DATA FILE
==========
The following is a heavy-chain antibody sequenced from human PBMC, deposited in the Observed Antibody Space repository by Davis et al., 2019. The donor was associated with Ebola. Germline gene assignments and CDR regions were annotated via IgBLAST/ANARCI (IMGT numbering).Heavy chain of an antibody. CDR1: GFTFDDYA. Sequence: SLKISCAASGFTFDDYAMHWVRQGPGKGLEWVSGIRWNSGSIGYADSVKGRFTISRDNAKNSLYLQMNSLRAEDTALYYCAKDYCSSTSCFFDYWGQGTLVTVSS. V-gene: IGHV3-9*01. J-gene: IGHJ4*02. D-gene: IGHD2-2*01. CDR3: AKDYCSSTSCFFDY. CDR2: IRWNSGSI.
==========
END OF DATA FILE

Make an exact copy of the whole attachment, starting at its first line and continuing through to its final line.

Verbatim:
The following is a heavy-chain antibody sequenced from human PBMC, deposited in the Observed Antibody Space repository by Davis et al., 2019. The donor was associated with Ebola. Germline gene assignments and CDR regions were annotated via IgBLAST/ANARCI (IMGT numbering).Heavy chain of an antibody. CDR1: GFTFDDYA. Sequence: SLKISCAASGFTFDDYAMHWVRQGPGKGLEWVSGIRWNSGSIGYADSVKGRFTISRDNAKNSLYLQMNSLRAEDTALYYCAKDYCSSTSCFFDYWGQGTLVTVSS. V-gene: IGHV3-9*01. J-gene: IGHJ4*02. D-gene: IGHD2-2*01. CDR3: AKDYCSSTSCFFDY. CDR2: IRWNSGSI.